Paired-pulse protocol

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A single 10 ms light pulse was followed by a second 10 ms pulse after a variable delay for each trial. These inter-pulse intervals ranged from 50 ms to 15 s. Between consecutive trials there was >30 s of darkness to allow for complete channel recovery. The ratios of the second current peak to the first current peak were calculated and plotted relative to the recovery intervals.

Modifications of the Leica EMpact2

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Freezing was conducted using a Leica EMpact2 (Leica, Wetzlar, Germany), which does not include the rapid transfer system (RTS) attachment. To create a light path, the specimen pod (#16707829; Leica) and the manual loading bayonet for the EMpact2 (#16707828; Leica) were modified. The anvil mounting screw in the specimen pod was drilled out and machined with a countersink on the top of the screw (Figure 1C). The black diamond anvil was removed and replaced with a sapphire disk (#E2.08; SwissJewel) with a diameter of 2.08 mm and a thickness of 1 mm (Figure 1B,C). The sapphire anvil was glued into the countersink of the screw using two-part epoxy (#14250; Devcon, Danvers, MA) (Figure 1C).

A 2-mm hole was drilled through the middle of the bayonet (Figure 1C). A 3-mm blue light-emitting diode (LED) was inserted into the bayonet just behind the specimen pod (Figure 1C). For initial experiments, a power supply for the LED was constructed using a 9 V battery, a TIP110 transistor and a 200 kΩ current limiting resistor. This was connected to the LED using sub micro twisted servo wire (Radical RC, Dayton, OH, www.radicalrc.com, W3ST-34JR). The transistor base was connected to an analog output channel of a USB multifunction DAQ device (NI-USB6008, National Instruments, Austin, TX, www.ni.com). The DAQ device was driven by a custom Labview program (available on request) which could monitor an accelerometer mounted to the bayonet holder and update the LED output level every 7–8 ms. In later experiments, we constructed a dedicated device based on an Arduino Uno microcontroller board (www.arduino.cc/) driven by custom firmware. For these experiments, we changed from the 3-mm LED to a 3.2 mm diameter high brightness LED (LZ1-00B200; LED Engin, www.ledengin.com/), fitted into the bayonet with a custom-machined adapter. The LED is powered using a dedicated constant current LED power module (7023-D-E-1000; Luxdrive, www.luxdrive.com/), which is controlled by the microcontroller. The microcontroller triggers the freezing of the sample by communicating with the EMpact-2 via an RS232 serial communication channel. The device can be reproduced by Marine Reef International, Newport Beach, CA.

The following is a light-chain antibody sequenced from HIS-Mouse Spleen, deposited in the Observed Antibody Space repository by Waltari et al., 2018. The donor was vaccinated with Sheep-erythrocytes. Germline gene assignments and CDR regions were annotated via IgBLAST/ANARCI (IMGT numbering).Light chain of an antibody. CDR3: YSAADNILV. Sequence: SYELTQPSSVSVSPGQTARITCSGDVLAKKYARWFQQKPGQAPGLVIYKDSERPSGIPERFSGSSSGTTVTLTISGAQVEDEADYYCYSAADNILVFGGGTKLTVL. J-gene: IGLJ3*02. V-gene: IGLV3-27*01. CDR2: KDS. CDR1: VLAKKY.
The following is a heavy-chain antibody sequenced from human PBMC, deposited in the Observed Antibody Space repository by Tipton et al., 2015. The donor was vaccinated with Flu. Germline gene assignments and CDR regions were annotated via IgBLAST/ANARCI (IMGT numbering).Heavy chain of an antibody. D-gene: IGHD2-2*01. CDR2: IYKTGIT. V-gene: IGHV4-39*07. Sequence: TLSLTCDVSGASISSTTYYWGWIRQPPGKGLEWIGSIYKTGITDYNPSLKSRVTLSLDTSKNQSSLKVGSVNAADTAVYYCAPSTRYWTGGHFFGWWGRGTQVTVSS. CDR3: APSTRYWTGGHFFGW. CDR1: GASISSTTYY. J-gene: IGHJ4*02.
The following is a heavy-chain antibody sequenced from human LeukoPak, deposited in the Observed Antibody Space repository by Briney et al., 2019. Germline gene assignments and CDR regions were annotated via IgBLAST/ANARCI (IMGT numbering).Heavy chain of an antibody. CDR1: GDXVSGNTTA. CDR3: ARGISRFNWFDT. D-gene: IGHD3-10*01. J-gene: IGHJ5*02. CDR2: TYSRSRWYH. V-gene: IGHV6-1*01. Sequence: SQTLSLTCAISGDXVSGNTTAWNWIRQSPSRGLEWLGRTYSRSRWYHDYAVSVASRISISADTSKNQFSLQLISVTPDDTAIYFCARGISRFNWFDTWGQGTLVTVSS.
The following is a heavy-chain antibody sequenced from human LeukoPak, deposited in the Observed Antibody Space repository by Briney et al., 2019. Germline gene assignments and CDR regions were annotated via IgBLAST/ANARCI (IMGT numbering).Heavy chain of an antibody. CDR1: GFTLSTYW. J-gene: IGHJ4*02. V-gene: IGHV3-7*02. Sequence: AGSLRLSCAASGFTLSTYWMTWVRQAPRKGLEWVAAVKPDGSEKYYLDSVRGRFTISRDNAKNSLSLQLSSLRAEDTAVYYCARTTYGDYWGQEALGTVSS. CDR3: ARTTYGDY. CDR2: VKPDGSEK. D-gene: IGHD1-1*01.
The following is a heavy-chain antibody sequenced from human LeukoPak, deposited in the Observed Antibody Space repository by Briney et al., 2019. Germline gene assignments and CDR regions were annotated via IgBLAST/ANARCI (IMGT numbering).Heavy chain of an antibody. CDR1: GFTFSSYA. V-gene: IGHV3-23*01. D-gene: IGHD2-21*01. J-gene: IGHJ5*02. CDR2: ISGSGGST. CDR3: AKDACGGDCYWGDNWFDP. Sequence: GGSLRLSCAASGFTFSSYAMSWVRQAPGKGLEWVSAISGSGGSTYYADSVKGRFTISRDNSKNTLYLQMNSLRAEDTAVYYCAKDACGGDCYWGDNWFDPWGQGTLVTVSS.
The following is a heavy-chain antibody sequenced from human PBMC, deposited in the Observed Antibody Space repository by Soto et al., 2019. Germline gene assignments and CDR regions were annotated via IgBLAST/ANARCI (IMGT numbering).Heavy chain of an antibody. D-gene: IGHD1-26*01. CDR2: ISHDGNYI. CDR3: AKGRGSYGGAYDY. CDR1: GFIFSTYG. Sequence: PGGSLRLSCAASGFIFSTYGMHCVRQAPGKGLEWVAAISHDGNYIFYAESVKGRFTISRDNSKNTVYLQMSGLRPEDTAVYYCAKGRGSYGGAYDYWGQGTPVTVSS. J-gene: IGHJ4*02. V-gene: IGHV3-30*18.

Stimulation and high-pressure freezing

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For inducing neurotransmission, 10 young wild-type or unc-13(s69) animals expressing ChIEF in the acetylcholine neurons (Punc-17::ChIEF::mCherry) were mounted onto a membrane carrier with a depth of 100 µm (#16707898; Leica) and stimulated with a single 20 ms pulse of blue light (488 nm). To maximize the absorbance of light by specimens, 20% BSA (A3059-10 G; Sigma-Aldrich) was used as a cryoprotectant instead of bacteria. We set the light stimulation device so that a light pulse was triggered at 20 ms, 30 ms, 50 ms, 100 ms, 300 ms, 1 s, 3 s, and 10 s before freezing. The actual time when the light pulse was applied relative to freezing was calculated based on the movement recording from the accelerometer and the output of the light pulse recorded by the computer (see the next section).

Calculations for the interval between stimulation and freezing